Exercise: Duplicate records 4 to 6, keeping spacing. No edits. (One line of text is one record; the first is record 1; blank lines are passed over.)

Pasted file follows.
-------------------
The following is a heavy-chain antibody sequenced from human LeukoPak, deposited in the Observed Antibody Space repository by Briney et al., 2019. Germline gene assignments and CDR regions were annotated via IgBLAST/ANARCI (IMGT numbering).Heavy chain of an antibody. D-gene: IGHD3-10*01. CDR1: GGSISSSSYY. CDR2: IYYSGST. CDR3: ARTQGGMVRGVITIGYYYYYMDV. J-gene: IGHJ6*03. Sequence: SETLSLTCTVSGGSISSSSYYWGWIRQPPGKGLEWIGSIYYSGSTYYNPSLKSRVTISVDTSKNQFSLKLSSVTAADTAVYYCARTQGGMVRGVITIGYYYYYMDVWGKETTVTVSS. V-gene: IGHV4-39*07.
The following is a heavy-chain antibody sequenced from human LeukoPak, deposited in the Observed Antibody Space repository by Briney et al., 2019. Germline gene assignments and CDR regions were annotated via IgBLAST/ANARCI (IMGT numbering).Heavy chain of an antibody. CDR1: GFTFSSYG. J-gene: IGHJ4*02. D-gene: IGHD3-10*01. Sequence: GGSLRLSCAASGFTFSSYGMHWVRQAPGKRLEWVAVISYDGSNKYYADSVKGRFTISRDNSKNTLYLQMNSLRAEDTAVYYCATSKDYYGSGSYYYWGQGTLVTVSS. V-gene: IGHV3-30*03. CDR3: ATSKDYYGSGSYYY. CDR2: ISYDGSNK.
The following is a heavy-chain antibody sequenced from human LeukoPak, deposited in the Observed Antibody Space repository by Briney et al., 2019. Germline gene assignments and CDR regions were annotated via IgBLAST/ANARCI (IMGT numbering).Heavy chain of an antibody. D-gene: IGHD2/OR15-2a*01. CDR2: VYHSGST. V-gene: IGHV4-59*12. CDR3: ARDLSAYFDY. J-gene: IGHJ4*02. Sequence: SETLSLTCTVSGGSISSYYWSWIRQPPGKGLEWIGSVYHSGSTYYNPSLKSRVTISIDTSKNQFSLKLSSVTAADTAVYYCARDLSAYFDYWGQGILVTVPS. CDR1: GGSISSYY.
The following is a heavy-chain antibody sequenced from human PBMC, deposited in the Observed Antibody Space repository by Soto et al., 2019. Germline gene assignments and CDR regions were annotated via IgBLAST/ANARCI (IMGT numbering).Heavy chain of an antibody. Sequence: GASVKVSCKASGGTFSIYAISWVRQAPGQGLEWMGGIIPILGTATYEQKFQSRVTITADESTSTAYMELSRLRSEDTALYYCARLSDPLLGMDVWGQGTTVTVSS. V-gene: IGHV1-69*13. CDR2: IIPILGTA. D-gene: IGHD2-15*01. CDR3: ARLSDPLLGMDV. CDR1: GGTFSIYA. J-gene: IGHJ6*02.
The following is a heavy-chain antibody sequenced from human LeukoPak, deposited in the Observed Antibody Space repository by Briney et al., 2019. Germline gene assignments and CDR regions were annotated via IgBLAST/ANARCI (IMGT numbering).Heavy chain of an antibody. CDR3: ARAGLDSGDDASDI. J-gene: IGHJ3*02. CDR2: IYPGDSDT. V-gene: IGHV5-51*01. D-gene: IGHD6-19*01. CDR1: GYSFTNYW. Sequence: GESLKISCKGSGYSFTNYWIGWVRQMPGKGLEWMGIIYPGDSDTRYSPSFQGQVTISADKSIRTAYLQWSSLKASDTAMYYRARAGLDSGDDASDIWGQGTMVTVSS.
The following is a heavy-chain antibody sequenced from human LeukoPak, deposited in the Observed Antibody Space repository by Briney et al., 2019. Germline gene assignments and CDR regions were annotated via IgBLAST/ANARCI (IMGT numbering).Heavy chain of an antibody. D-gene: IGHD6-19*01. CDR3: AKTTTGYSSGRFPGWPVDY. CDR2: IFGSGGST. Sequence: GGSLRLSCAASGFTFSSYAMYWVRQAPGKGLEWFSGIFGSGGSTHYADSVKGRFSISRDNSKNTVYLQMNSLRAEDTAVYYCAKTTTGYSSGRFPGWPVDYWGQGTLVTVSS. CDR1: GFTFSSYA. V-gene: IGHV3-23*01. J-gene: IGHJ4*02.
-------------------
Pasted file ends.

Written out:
The following is a heavy-chain antibody sequenced from human PBMC, deposited in the Observed Antibody Space repository by Soto et al., 2019. Germline gene assignments and CDR regions were annotated via IgBLAST/ANARCI (IMGT numbering).Heavy chain of an antibody. Sequence: GASVKVSCKASGGTFSIYAISWVRQAPGQGLEWMGGIIPILGTATYEQKFQSRVTITADESTSTAYMELSRLRSEDTALYYCARLSDPLLGMDVWGQGTTVTVSS. V-gene: IGHV1-69*13. CDR2: IIPILGTA. D-gene: IGHD2-15*01. CDR3: ARLSDPLLGMDV. CDR1: GGTFSIYA. J-gene: IGHJ6*02.
The following is a heavy-chain antibody sequenced from human LeukoPak, deposited in the Observed Antibody Space repository by Briney et al., 2019. Germline gene assignments and CDR regions were annotated via IgBLAST/ANARCI (IMGT numbering).Heavy chain of an antibody. CDR3: ARAGLDSGDDASDI. J-gene: IGHJ3*02. CDR2: IYPGDSDT. V-gene: IGHV5-51*01. D-gene: IGHD6-19*01. CDR1: GYSFTNYW. Sequence: GESLKISCKGSGYSFTNYWIGWVRQMPGKGLEWMGIIYPGDSDTRYSPSFQGQVTISADKSIRTAYLQWSSLKASDTAMYYRARAGLDSGDDASDIWGQGTMVTVSS.
The following is a heavy-chain antibody sequenced from human LeukoPak, deposited in the Observed Antibody Space repository by Briney et al., 2019. Germline gene assignments and CDR regions were annotated via IgBLAST/ANARCI (IMGT numbering).Heavy chain of an antibody. D-gene: IGHD6-19*01. CDR3: AKTTTGYSSGRFPGWPVDY. CDR2: IFGSGGST. Sequence: GGSLRLSCAASGFTFSSYAMYWVRQAPGKGLEWFSGIFGSGGSTHYADSVKGRFSISRDNSKNTVYLQMNSLRAEDTAVYYCAKTTTGYSSGRFPGWPVDYWGQGTLVTVSS. CDR1: GFTFSSYA. V-gene: IGHV3-23*01. J-gene: IGHJ4*02.